Youth Football Pistol Formation Offense is one of the top youth football formations according to a youth offensive formation survey that I took several years ago over on my blog at CoachParker.org. This past 2022 Spring season in my DFW tackle league the Pistol was very popular in the 6th and 7th grade age divisions.
Quick History of the Pistol Formation
In 1999, the Pistol Offense was developed by Mill Valley’s Michael Taylor on a Denny’s napkin. He called the new formation the Shotgun I. He gave the Pistol Formation and plays to his softball buddy Tom Kaczkowski who coached at Division III Ohio Northern University. Tom had told Michael Taylor about his slow QB and fast RB and the Pistol Formation was born on a napkin brainstorming at Denny’s.
It is said that the NFL’s Atlanta Falcons head coach Jerry Glanville used the Pistol formation in 1990 during a game against the 49er’s. That is 9 years before Taylor sketched it out on a napkin. Some sources credit Coach Glanville with the Pistol Formation invention.
Youth Football Pistol Formation
The Pistol Offense is a more sophisticated offense for youth football teams than the Single Wing, Wishbone, Wing-T and or the I Formation. The Shotgun alignment of the Quarterback adds a level of complexity along with the deeper TB and Spread alignments with passing concepts.
I like the Pistol formation for youth football teams if I am coaching a highly skilled older youth football team 10U plus that has above average mobile passing quarterback, tough hard nosed I formation type Tailback, great lead blocking Fullback and skilled receivers that can catch and block.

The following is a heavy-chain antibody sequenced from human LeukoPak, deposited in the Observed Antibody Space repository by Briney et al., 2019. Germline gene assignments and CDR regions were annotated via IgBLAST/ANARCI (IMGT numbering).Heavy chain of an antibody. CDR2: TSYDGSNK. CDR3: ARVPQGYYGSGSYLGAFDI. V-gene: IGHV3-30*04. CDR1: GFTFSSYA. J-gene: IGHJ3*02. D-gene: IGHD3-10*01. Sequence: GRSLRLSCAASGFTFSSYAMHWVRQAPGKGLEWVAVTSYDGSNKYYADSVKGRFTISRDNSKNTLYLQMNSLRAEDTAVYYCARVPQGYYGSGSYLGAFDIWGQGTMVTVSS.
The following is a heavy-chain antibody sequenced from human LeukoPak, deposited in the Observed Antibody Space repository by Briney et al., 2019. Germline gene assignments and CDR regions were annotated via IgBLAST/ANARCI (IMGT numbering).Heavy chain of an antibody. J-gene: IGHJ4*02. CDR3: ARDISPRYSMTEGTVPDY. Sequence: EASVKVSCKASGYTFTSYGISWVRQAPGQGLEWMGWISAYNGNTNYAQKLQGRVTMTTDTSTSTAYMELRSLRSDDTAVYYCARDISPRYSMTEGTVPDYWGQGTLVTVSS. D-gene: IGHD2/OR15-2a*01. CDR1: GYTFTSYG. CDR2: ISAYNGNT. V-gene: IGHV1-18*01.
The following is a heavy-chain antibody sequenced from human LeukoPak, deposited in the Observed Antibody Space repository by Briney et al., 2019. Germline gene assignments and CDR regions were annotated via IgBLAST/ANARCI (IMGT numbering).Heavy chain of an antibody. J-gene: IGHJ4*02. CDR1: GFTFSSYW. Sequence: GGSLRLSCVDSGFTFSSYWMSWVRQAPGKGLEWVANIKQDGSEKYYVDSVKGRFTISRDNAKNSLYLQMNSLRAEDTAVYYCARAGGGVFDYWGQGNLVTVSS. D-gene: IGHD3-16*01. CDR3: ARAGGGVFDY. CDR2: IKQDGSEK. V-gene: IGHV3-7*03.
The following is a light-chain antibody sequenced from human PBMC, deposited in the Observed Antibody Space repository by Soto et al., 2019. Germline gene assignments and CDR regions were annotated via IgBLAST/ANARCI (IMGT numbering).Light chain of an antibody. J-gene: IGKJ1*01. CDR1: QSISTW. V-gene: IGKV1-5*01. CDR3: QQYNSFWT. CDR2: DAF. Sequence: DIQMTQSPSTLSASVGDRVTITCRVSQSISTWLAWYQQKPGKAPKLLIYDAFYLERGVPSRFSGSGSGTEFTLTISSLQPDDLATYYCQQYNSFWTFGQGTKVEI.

Too me, Pistol formation player requirements are the same skilled players that I need when I run my Speed Double Wing formation “Buks,” which is outlined in my Double Wing Formation Selected Youth Football Plays eBook.
As far as the Diamond T formation in shotgun alignment which just switches the TB for a FB is more a downhill running formation and can be used along with the T Formation as a good youth formation at most age levels, as long as, you have a good Center and QB exchange in the Shotgun. I like the Diamond T under Center and I use it and call it Trig in my Power Wing Beast Offense playbook. I have run the Diamond T formation is Shotgun when I did not want to motion my running backs in my Speed Double Wing.
What are the advantages of the Pistol Formation?
- Balanced Formation R/ L
- Advantages of Shotgun Formation
- QB separated from O-Line
- Better Vision of Defense for QB
- RB can run either direction
- Great for Dual threat QBs like Cam Newton types
- Great Pass and Run Formation
- Quick Hitting to hole
- Puts Pressure on LBs to Fill Holes
- Shifts & Motion allow Wide Sweeps and Pass Plays
- Split Ends / Flankers / Wide Receivers make passing easier
- TB Hidden behind QB
- Defenses must play run and pass
What are the weaknesses of the Pistol Formation?
- Must have skilled players all around
- Need passing QB that is mobile
- Need top tier Tailback that is tough
- Need a top Fullback that can lead block in open field
- Need above average receivers for passing game to work
- Offensive Line must be above average to run Zone and Pull concepts to take full advantage of formation
- Need above average Center that can consistently Shotgun snap with accuracy and speed
- Not as good as the Spread Shotgun for passing
Below are some Pistol Formation diagrams I am working on for an upcoming book on the Pistol.
Youth Football Pistol Formation Diagrams
Stay tuned for more on the Youth Football Pistol Formation. I am currently writing another Selected Youth Football Plays eBook on the Pistol and Diamond T Formations to be out July 2022. You can hit image below for updates.
What youth football formation and or offense do you coach? Or which is your favorite? Do you like the Youth Football Pistol Formation? Let me know I would love to hear from you.
If you have any questions on the Youth Football Pistol Formation or the Shotgun Diamond T Full House Offense , two top youth football formations and offenses, please contact me or leave a comment below.